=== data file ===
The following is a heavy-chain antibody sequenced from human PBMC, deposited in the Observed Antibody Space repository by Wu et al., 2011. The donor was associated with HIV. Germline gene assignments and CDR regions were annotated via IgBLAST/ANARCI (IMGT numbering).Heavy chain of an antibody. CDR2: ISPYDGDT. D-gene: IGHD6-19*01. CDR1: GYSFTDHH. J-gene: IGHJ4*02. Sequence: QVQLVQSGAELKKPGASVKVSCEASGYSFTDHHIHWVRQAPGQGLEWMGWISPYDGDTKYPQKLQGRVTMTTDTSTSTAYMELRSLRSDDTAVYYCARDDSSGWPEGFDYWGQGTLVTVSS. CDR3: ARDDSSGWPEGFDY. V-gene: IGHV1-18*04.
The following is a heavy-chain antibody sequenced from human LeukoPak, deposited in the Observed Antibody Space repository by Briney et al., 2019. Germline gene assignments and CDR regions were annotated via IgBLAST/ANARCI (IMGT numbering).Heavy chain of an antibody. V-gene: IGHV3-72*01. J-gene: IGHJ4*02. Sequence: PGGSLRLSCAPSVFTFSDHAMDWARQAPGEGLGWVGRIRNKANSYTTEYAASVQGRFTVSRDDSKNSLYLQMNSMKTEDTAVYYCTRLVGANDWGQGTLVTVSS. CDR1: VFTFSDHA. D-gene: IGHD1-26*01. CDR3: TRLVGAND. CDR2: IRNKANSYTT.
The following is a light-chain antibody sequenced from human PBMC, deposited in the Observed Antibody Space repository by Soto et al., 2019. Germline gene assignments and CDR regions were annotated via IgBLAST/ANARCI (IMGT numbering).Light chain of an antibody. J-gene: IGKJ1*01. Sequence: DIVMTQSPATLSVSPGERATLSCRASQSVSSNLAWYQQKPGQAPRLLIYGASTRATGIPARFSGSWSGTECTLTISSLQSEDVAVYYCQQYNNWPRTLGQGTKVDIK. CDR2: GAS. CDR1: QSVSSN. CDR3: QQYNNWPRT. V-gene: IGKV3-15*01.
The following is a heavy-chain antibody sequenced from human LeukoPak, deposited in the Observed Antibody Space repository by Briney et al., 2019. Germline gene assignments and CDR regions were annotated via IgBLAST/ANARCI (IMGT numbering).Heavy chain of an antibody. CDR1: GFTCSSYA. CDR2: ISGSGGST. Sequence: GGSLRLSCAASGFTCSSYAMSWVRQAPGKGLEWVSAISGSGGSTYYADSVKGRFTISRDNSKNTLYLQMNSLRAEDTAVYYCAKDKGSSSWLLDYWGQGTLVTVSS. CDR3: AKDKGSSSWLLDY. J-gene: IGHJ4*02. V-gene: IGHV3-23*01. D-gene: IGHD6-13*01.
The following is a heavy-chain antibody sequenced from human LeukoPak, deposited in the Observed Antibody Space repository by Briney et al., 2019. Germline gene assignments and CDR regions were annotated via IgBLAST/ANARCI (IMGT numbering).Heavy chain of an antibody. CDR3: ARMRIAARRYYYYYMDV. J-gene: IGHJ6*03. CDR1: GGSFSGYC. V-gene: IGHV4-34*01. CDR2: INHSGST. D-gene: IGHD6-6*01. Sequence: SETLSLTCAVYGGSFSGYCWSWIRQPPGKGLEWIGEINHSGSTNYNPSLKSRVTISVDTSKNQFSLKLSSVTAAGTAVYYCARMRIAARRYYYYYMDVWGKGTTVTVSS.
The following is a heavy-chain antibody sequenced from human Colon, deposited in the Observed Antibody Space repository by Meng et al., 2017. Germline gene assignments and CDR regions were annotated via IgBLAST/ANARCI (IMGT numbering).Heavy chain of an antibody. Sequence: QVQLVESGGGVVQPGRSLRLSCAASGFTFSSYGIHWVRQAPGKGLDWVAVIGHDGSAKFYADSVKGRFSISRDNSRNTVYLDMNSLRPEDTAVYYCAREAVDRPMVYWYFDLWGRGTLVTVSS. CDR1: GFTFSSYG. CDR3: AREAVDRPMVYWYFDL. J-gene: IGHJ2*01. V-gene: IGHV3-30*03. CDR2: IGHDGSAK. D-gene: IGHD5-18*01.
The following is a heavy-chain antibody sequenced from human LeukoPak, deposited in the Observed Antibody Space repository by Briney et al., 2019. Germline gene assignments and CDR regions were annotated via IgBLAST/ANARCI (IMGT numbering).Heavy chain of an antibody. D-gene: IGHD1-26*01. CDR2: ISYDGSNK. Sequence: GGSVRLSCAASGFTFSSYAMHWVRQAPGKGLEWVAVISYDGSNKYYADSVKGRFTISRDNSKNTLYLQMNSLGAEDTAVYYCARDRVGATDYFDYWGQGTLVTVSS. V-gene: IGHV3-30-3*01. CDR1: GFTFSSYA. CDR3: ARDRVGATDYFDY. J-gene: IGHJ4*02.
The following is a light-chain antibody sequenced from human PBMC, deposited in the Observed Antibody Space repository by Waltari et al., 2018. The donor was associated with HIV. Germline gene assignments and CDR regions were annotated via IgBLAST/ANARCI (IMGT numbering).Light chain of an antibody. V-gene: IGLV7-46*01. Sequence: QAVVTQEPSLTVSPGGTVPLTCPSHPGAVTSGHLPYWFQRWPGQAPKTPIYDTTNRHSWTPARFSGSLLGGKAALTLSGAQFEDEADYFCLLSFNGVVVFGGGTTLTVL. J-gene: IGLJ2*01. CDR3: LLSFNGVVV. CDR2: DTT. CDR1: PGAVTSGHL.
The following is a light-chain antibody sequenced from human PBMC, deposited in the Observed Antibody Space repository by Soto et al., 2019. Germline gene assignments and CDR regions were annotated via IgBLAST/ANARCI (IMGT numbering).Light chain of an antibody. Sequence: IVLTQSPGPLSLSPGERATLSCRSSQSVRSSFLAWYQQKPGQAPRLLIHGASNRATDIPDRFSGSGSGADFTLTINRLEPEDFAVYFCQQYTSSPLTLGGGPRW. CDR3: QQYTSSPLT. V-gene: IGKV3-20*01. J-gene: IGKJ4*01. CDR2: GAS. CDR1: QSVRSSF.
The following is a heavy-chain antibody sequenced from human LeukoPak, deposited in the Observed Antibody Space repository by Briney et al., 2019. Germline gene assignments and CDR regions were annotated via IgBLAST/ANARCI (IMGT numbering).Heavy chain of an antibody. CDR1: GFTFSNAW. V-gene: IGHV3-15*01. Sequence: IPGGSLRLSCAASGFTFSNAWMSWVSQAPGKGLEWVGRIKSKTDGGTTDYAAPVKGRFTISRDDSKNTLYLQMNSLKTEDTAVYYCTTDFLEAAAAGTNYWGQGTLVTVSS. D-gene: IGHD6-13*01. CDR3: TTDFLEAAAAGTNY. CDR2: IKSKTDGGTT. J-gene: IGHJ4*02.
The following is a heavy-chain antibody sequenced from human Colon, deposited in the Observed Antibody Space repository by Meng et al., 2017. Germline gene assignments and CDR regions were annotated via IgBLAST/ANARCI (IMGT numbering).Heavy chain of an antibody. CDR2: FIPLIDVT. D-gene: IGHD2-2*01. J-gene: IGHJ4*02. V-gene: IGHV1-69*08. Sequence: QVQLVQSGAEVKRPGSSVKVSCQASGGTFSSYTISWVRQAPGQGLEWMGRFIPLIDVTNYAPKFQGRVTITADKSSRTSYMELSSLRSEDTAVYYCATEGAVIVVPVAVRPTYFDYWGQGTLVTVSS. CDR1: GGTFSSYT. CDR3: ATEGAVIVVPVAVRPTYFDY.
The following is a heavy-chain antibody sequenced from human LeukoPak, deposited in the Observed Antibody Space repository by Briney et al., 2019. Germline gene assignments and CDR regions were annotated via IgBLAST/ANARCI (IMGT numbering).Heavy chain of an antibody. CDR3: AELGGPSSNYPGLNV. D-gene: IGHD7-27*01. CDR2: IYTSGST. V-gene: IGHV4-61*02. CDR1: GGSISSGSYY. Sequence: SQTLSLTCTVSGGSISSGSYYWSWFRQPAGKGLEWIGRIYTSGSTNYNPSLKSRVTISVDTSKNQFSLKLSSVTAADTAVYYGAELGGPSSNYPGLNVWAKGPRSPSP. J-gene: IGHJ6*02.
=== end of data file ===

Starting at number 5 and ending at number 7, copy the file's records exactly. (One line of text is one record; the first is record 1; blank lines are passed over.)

The following is a heavy-chain antibody sequenced from human LeukoPak, deposited in the Observed Antibody Space repository by Briney et al., 2019. Germline gene assignments and CDR regions were annotated via IgBLAST/ANARCI (IMGT numbering).Heavy chain of an antibody. CDR3: ARMRIAARRYYYYYMDV. J-gene: IGHJ6*03. CDR1: GGSFSGYC. V-gene: IGHV4-34*01. CDR2: INHSGST. D-gene: IGHD6-6*01. Sequence: SETLSLTCAVYGGSFSGYCWSWIRQPPGKGLEWIGEINHSGSTNYNPSLKSRVTISVDTSKNQFSLKLSSVTAAGTAVYYCARMRIAARRYYYYYMDVWGKGTTVTVSS.
The following is a heavy-chain antibody sequenced from human Colon, deposited in the Observed Antibody Space repository by Meng et al., 2017. Germline gene assignments and CDR regions were annotated via IgBLAST/ANARCI (IMGT numbering).Heavy chain of an antibody. Sequence: QVQLVESGGGVVQPGRSLRLSCAASGFTFSSYGIHWVRQAPGKGLDWVAVIGHDGSAKFYADSVKGRFSISRDNSRNTVYLDMNSLRPEDTAVYYCAREAVDRPMVYWYFDLWGRGTLVTVSS. CDR1: GFTFSSYG. CDR3: AREAVDRPMVYWYFDL. J-gene: IGHJ2*01. V-gene: IGHV3-30*03. CDR2: IGHDGSAK. D-gene: IGHD5-18*01.
The following is a heavy-chain antibody sequenced from human LeukoPak, deposited in the Observed Antibody Space repository by Briney et al., 2019. Germline gene assignments and CDR regions were annotated via IgBLAST/ANARCI (IMGT numbering).Heavy chain of an antibody. D-gene: IGHD1-26*01. CDR2: ISYDGSNK. Sequence: GGSVRLSCAASGFTFSSYAMHWVRQAPGKGLEWVAVISYDGSNKYYADSVKGRFTISRDNSKNTLYLQMNSLGAEDTAVYYCARDRVGATDYFDYWGQGTLVTVSS. V-gene: IGHV3-30-3*01. CDR1: GFTFSSYA. CDR3: ARDRVGATDYFDY. J-gene: IGHJ4*02.